Any decision regarding Sacramento’s controversial food truck ordinance – which currently limits trucks to operating a maximum of 30 minutes in one spot – will have to wait, since a City Council Law and Legislation Committee meeting was canceled Tuesday.
“There’s a lot of stuff to look at in state law, and we’re trying to figure that out,” said Councilman Jay Schenirer, chairman of the committee. “A lot of it is whether it’s just legal or not.”
One of the legal issues is that California Vehicle Code protections on commercial vehicles can arguably be applied to mobile food vendor operations.
Operators of food trucks have been advocating changing the city ordinance for more than a year, saying that the 30-minute time limit keeps them from being able to reasonably do business in city limits.
The inaugural SactoMoFo, a mobile food festival held in Fremont Park in April, was by all accounts a successful event, and since then, a serious push has been under way to revise Sacramento’s ordinance.
But it’s not as easy as doing away with the existing laws.
Some “brick-and-mortar” restaurateurs said they are afraid that allowing food trucks to operate within the city without proper regulation will pose serious threats to their businesses.
“What it comes down to is very real, very human issues,” said Daniel Conway, spokesman for the California Restaurant Association. “It’s a challenging economic time, and all business owners are as acutely aware of their balance sheet as ever.”
He added that he believes mobile food vendors and traditional restaurants can easily coexist.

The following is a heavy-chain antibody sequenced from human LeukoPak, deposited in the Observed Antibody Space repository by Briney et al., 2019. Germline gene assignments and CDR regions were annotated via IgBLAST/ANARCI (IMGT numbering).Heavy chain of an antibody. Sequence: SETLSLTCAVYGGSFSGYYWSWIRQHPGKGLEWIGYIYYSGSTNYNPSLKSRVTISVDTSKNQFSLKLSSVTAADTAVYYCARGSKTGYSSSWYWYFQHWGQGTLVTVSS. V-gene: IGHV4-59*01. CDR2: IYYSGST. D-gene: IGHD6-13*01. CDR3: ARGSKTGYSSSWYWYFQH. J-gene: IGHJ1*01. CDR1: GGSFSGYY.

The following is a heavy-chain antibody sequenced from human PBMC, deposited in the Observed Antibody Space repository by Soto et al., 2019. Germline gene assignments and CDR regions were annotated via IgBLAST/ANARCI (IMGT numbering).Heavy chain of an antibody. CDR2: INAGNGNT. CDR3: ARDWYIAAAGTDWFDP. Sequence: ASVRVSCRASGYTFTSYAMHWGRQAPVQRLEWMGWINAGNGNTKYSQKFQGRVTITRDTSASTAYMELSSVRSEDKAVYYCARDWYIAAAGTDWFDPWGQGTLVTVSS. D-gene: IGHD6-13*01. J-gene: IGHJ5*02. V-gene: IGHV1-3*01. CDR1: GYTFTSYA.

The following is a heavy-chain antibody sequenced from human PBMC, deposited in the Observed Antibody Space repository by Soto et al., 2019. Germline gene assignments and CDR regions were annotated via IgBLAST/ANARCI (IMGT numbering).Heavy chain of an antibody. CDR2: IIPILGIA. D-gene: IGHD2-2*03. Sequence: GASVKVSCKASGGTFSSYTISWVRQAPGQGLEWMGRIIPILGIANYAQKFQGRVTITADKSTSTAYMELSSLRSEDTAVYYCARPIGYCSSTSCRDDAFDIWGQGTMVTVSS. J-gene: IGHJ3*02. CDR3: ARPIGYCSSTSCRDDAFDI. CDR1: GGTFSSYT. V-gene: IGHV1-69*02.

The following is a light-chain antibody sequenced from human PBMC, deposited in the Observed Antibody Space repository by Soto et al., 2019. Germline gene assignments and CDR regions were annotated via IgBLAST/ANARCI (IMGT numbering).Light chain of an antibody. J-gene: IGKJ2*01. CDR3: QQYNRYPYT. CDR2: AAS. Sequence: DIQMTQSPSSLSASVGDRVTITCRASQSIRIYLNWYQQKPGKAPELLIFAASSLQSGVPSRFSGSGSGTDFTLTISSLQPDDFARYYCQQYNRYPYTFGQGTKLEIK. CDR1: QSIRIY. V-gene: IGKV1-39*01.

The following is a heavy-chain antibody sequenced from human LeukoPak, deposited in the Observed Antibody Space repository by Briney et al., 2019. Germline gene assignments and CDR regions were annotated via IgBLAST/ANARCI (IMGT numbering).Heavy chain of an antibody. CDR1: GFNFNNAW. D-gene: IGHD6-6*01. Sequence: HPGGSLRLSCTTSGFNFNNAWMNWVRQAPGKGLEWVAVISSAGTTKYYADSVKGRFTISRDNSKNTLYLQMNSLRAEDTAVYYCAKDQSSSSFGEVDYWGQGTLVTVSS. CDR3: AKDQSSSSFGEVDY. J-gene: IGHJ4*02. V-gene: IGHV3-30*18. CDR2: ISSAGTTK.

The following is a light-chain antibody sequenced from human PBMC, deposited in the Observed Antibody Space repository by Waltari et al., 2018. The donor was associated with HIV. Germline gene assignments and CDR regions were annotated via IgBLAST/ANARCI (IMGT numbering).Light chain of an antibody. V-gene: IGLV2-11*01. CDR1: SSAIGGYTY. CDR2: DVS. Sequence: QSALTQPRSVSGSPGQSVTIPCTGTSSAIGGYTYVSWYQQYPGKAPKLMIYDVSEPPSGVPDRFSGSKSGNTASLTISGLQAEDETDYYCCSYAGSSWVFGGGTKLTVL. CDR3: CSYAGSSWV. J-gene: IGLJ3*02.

The Law and Legislation meeting planned for Tuesday could have addressed that, but city officials said they want to make sure any new ordinance has legal merit.
“We’re still moving forward on it,” said Councilman Darrell Fong. “There’s a lot of interest from the different parties involved in this, and it’s going to take all those groups working together: restaurant owners, mobile food trucks and us as a city.”
Conway said the legality of local governments regulating commercial vehicles is murky at best.
“There is some existing case law and appellate law that has found the state vehicle code preempts local ordinances, and therefore local governments are pretty limited in what they can do to regulate commercial vehicles,” he said.
The answer to that question is what stalled the issue in Sacramento Tuesday.
“They really want to make sure they get this right, and I think they really are sincere about setting a model and giving citizens a chance to experience both types of food,” Conway said. “They’re digging deeper than most jurisdictions have.”
According to the staff report for the meeting, the revisions to the ordinance will be addressed in four areas: vending on public right-of-ways; vending on private property and any related zoning issues; hours of operation and/or time limitations; and permitting and operating requirements for mobile food vendors.
Conway added that he doesn’t think the City Council is being complacent and pushing the issue aside, but rather that it has been very busy since April, dealing with issues such as medical marijuana, Occupy Sacramento, backyard chicken coops and the budget.
“I always say, it was being awfully hopeful that we could be able to get it done by the year’s end,” said Catherine Enfield, who operates the Munchie Musings blog and aTwitter account covering Sacramento food trucks.
“Basically, it’s just frustrating,” she said, “but it’s just a setback in the timeline. I’m still very encouraged by what I hear out of City Hall. I’m still very hopeful, you just have to be patient.”